Aditya Gokhale’s review published on Letterboxd:
"I am so glad you are jealous! It proves you care for me..", sighs a lovelorn Nelly (the vivacious and seductive Emanuelle Beart) to her husband Paul (François Cluzet) in Claude Chabrol's "L'Enfer" (1994). Little does she know at this point that she would soon have to eat her words!
Chabrol's film adapted from Henri-Georges Clouzot's script of his unfinished film, explores with a finesse that is rare, the unwelcome transformation of a loving husband into an insanely possessive monster, with overwhelming jealousy completely consuming his psyche and clouding his ability to reason.
The film begins with a love affair that follows into a healthy marriage rather quickly in a very buoyant manner. Paul seems to be a nice, fun-loving guy, happy with his lake side holiday resort business with a good staff and good friends around to keep the place running and lively. Nelly only adds to the liveliness with her spunky charm and smouldering hot looks, replete with that sensuous cherry-red lip-gloss pout!
Business seems to be as usual, until one of Nelly's harmless visits to the beach with some friends plants a poisonous seed in Paul's mind about her amorous involvement with Martineau (Marc Lavoine), a friend and garage owner. Paul soon begins to fill unwarranted blanks about information innocuously withheld from him, and before we know it, the ball of an unhealthy transformation has been set a-rolling. It is not too long before Paul begins to play detective and follows his wife around, thinking ugly thoughts of his wife's liasons with not only Martineau, but practically every man around his resort; all based on surmise, of course, and no concrete evidence, gradually letting himself slip into a seemingly irreparable psychosis.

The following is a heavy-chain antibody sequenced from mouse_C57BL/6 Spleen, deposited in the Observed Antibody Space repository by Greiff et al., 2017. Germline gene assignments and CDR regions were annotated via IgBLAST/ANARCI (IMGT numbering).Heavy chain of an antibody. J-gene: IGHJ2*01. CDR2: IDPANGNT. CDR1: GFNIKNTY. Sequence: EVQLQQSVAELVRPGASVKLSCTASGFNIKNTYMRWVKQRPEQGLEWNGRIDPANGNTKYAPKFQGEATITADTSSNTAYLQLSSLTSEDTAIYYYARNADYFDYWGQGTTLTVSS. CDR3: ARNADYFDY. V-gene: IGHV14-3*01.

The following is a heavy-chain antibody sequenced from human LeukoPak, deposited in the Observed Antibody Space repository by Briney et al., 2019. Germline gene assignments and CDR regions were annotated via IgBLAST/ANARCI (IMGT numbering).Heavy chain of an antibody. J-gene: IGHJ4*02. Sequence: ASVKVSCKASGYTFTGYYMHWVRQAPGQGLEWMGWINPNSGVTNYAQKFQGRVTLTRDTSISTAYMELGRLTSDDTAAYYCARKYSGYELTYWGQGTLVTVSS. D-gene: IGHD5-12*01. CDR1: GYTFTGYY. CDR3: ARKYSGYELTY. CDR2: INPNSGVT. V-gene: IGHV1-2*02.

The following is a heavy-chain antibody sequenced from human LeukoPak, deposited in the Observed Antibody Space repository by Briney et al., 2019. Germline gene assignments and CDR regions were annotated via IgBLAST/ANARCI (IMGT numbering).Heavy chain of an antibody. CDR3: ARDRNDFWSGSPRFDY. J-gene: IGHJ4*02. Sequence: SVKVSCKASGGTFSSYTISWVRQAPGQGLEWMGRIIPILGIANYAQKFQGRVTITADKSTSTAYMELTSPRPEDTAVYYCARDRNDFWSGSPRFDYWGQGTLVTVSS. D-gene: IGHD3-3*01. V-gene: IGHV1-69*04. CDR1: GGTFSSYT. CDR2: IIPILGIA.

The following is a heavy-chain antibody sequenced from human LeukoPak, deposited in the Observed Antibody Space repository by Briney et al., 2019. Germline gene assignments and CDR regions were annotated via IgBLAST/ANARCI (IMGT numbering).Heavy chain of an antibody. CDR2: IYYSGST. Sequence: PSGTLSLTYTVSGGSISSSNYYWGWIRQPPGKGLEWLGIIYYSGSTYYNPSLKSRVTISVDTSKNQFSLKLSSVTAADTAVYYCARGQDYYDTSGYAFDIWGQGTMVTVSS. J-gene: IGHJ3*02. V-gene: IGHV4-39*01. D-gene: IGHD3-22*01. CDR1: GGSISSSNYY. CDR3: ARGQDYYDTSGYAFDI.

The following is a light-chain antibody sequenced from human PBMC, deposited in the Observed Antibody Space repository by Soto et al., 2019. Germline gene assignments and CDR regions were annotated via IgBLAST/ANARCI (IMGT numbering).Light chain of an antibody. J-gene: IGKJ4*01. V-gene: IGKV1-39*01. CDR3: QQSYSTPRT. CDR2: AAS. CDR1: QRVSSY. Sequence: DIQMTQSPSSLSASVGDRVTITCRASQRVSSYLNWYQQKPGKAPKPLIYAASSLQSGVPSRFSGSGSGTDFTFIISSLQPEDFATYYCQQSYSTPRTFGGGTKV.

Henri-Georges Clouzot had first set out to make "L'Enfer" with the bewitching Romy Schneider. That was back in 1964, but the project never took off, due to various reasons. Years after his death, his widow sold the script to Chabrol, who reworked it and filmed his own version. Whether Chabrol did justice to the original script, filmed a version better or lesser, we will never know, for we have only one finished film to judge. Suffice to say, though, that he has crafted a compelling psycho-drama indeed, and added yet another great film to his oeuvre for us cineastes to savour.
My detailed review/analysis at: